Day-Lewis excels in this mesmerising tale of obsession and desire. Reynolds
Woodcock - a renowned fashion designer to the rich and famous - finds himself
caught under the spell of a young waitress, who soon becomes his lover and
muse. As they get closer, Alma tires of Woodcock’s increasingly controlling
behaviour and the two struggle for power in a series of unconventional ways..
vulnerability: Post screening discussion with Natasha McKeever
thread is a fascinating portrayal of a strange character, and an equally
strange relationship. Reynolds Woodcock is a creative genius, workaholic,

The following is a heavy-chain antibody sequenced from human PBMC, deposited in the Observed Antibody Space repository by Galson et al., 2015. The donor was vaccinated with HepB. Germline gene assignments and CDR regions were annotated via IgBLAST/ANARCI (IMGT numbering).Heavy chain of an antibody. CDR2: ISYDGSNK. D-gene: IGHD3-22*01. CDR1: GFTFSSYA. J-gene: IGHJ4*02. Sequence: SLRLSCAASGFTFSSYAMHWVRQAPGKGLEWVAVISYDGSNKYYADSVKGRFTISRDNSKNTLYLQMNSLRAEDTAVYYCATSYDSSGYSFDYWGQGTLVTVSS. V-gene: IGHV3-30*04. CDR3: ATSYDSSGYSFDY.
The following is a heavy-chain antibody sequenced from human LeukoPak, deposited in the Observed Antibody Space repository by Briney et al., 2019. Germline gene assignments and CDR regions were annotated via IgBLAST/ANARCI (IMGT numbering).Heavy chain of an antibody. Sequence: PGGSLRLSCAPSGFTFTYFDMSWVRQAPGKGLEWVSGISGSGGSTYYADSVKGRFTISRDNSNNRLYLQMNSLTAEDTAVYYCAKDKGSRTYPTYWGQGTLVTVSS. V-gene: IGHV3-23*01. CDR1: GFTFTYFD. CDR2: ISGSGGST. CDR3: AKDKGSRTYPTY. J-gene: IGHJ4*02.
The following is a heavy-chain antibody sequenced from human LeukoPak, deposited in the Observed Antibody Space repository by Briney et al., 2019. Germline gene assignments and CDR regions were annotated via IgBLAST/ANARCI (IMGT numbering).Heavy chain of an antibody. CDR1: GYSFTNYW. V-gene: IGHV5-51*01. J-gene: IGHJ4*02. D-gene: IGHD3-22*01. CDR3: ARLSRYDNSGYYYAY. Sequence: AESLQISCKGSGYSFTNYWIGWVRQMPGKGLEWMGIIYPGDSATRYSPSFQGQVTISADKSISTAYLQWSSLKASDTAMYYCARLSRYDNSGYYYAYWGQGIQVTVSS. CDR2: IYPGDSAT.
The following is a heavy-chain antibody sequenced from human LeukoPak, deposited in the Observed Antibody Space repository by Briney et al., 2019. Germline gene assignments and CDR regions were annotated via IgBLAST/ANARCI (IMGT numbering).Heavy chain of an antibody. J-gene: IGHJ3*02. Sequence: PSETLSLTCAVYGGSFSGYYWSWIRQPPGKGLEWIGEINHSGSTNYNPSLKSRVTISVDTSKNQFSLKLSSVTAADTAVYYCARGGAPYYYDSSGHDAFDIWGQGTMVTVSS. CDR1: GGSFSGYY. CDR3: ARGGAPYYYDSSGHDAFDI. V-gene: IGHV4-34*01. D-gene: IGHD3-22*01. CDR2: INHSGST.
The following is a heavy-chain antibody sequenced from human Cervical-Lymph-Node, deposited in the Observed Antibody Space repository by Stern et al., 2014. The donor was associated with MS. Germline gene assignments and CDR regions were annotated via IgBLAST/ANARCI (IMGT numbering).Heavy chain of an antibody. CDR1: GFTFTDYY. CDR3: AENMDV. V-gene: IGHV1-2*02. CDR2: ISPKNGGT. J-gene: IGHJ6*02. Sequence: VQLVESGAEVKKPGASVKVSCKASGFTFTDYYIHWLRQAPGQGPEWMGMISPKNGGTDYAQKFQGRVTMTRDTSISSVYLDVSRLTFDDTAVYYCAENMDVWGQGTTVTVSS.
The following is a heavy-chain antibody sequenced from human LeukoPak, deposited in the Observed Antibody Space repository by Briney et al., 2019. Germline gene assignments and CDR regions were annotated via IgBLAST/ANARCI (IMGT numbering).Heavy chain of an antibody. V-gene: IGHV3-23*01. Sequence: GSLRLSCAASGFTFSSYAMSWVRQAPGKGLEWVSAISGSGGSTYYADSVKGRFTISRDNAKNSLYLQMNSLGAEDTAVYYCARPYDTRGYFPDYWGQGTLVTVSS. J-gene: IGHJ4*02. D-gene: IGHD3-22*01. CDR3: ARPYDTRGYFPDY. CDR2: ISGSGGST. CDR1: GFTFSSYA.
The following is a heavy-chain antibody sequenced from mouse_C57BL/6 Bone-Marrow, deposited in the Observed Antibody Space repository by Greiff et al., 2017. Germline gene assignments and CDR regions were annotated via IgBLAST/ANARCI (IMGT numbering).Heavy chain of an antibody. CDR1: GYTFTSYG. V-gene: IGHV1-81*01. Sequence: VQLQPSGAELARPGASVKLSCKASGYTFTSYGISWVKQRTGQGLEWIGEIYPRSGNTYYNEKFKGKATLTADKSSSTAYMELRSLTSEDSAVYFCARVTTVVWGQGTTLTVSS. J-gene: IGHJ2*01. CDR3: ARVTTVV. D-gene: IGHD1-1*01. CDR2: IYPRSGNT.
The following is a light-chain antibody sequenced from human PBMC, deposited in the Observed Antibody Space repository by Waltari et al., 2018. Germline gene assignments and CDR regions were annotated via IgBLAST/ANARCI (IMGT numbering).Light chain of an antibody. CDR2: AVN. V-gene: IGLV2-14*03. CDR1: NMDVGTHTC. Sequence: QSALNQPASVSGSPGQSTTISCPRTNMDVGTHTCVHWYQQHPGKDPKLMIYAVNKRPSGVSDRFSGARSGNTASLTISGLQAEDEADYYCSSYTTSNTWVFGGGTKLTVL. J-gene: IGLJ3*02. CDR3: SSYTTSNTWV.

perfectionist, control freak, whose attention it is hard to keep. We learn
early on in the film that when he tires of his girlfriends, his sister gets rid
of them for him. This is presumably how he thought it would be with Alma, his
latest muse and girlfriend, and the audience, too, perhaps assumes that their
affair will not end well.
things don’t quite pan out the way he and the audience predict. Alma is not
willing to be another disposable doll. She wants to love him, to really love
him. Thus the film proceeds to take us on a beautiful, and at times haunting
exploration of a mundane concept – the need to compromise in a relationship. It
also invites us to consider both what our obligations are in relationships, and
indeed, what love is, with a particular focus on how vulnerability and care fit
in to romantic love.